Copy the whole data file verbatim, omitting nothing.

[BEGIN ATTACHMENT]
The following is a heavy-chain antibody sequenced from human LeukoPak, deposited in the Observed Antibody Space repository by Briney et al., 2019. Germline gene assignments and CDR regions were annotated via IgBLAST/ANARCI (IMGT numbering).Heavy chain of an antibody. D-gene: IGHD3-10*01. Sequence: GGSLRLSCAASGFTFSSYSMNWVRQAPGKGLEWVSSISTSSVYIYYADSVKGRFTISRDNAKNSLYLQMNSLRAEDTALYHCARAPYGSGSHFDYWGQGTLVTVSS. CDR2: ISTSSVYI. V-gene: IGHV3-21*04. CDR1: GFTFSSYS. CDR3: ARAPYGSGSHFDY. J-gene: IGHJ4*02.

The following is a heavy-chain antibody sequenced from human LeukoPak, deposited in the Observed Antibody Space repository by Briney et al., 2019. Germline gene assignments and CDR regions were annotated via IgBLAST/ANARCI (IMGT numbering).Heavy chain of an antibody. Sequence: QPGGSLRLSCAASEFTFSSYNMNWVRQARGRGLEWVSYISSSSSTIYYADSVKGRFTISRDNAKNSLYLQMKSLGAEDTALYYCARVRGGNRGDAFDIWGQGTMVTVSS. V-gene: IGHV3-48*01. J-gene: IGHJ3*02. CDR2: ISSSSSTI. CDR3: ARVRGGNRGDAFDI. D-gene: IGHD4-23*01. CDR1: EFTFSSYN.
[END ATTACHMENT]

The following is a heavy-chain antibody sequenced from human LeukoPak, deposited in the Observed Antibody Space repository by Briney et al., 2019. Germline gene assignments and CDR regions were annotated via IgBLAST/ANARCI (IMGT numbering).Heavy chain of an antibody. D-gene: IGHD3-10*01. Sequence: GGSLRLSCAASGFTFSSYSMNWVRQAPGKGLEWVSSISTSSVYIYYADSVKGRFTISRDNAKNSLYLQMNSLRAEDTALYHCARAPYGSGSHFDYWGQGTLVTVSS. CDR2: ISTSSVYI. V-gene: IGHV3-21*04. CDR1: GFTFSSYS. CDR3: ARAPYGSGSHFDY. J-gene: IGHJ4*02.

The following is a heavy-chain antibody sequenced from human LeukoPak, deposited in the Observed Antibody Space repository by Briney et al., 2019. Germline gene assignments and CDR regions were annotated via IgBLAST/ANARCI (IMGT numbering).Heavy chain of an antibody. Sequence: QPGGSLRLSCAASEFTFSSYNMNWVRQARGRGLEWVSYISSSSSTIYYADSVKGRFTISRDNAKNSLYLQMKSLGAEDTALYYCARVRGGNRGDAFDIWGQGTMVTVSS. V-gene: IGHV3-48*01. J-gene: IGHJ3*02. CDR2: ISSSSSTI. CDR3: ARVRGGNRGDAFDI. D-gene: IGHD4-23*01. CDR1: EFTFSSYN.